You’re meeting with a Financial Advisor, a Life Planner, a Certified Retirement Specialist, whatever title they’ve got, whatever they’re calling themselves. This guy says, “Look, have I got a deal for you. If you invest in this *fill in the blank here* product, you have a guaranteed return of 7% per year! Of course, if your investments make more than 7%, you get what they made!”
Then you go down to your local bank. They’ve got a CD at 1% per year.
This is where your financial street smarts should kick in. Is this product really offering a 7% guarantee? Really? How is that happening? Who’s backing it up?
If bank CD’s are only yielding one percent, and someone is offering a 7% guaranteed investment, you might not have the financial savvy to understand what the con is. But you should know this is a con!
Now of course I have a specific product in mind when I throw these numbers out there, so I’ll tell you how this specific product worked. It was a “guaranteed minimum income” variable annuity, and that 7% guaranteed? That represented the returns of a hypothetical account that you could only access if you agreed to withdraw your money over the course of 20 years, and you could only claim the guarantee if you contacted the insurance company within 30 days of the exact 10 year anniversary of the date you bought the contract.
So you had to lock up your money for 10 years, contact the insurance company at the precise date, and then withdraw it over 20 years. Any other modification would result in the ending of that hypothetical account. So is this really a 7% guarantee? Of course not. It’s no guarantee at all.
Oh wait. There was one other way to access your hypothetical account. You could die.
Again, you might not have the financial savvy to know what the con is. But you do have the street smarts to know when you’re getting conned. If it sounds too good to be true, it is.
Here is another example of financial street smarts.
The simplest way to get you to spend more than you ought to is to create a false choice that the sales person knows you will never pick, and that’s ridiculously over-priced. But see, having seen the fake choice, you will then be more willing to pay for the option that is merely overpriced.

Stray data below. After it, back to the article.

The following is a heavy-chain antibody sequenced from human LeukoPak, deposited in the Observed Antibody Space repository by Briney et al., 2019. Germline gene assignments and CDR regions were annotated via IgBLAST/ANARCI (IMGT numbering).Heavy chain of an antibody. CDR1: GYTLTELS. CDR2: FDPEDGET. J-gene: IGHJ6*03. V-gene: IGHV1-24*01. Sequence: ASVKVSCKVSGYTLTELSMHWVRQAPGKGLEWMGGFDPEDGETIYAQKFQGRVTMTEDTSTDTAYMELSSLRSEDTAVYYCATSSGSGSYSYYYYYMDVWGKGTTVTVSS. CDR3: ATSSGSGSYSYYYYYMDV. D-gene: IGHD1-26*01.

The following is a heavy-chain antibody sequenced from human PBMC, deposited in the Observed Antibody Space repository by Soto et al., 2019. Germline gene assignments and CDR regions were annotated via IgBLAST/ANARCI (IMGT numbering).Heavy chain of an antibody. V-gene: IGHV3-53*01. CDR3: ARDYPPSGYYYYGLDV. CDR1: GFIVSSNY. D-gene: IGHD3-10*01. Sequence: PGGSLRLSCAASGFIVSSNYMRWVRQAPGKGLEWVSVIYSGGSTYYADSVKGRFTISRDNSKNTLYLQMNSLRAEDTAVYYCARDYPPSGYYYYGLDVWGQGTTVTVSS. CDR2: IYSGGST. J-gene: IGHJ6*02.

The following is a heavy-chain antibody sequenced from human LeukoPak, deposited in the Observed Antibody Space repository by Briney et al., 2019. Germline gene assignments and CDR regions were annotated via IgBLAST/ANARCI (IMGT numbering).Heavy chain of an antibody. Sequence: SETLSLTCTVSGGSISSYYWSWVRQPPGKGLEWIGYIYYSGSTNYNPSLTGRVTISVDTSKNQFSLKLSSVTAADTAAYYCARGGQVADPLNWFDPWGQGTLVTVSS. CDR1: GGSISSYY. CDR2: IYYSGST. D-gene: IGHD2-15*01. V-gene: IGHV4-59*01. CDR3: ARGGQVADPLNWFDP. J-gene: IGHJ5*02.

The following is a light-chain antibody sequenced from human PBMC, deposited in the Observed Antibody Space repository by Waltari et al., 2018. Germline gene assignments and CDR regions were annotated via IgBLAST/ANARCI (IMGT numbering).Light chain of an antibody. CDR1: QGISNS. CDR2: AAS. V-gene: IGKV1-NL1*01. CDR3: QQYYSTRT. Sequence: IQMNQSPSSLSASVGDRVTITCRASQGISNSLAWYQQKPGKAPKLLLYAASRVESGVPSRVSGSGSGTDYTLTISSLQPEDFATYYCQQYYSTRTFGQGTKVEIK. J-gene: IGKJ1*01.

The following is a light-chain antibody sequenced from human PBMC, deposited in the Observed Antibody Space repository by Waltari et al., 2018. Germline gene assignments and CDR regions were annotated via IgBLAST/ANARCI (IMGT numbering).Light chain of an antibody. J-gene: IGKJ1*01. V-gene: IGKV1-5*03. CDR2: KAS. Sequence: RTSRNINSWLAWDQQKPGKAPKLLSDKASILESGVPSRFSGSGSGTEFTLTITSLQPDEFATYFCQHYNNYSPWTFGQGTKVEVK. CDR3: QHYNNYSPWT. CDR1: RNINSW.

Condo sellers do this all the time. Vacation packages are notorious for this sales tactic. Successful real estate agents are usually brilliant at it. They know that if they can get you to anchor your expectations on that ridiculously over-priced condo, you’ll start to base your idea on what a condo “should” cost in relation to something that absolutely no one in their right mind is going to buy.
Do you ever wonder why, when you’re looking at something that you aren’t used to shopping for…why is there that third option? There’s always the cheap option that of course you would never buy, the “middle-of-the-road” option, and then the crazy expensive option. Here’s the secret. The middle of the road option is also crazy overpriced. You just don’t see it, because you’re being distracted by the “option” that is just there to confuse you.
Whenever you’re going to spend money on goods or services that you aren’t used to shopping for, make sure you have a clear idea of what sorts of negotiating tactics are available to you, and what sorts of competitive prices you can find.
Take care, pay attention, and look for the con.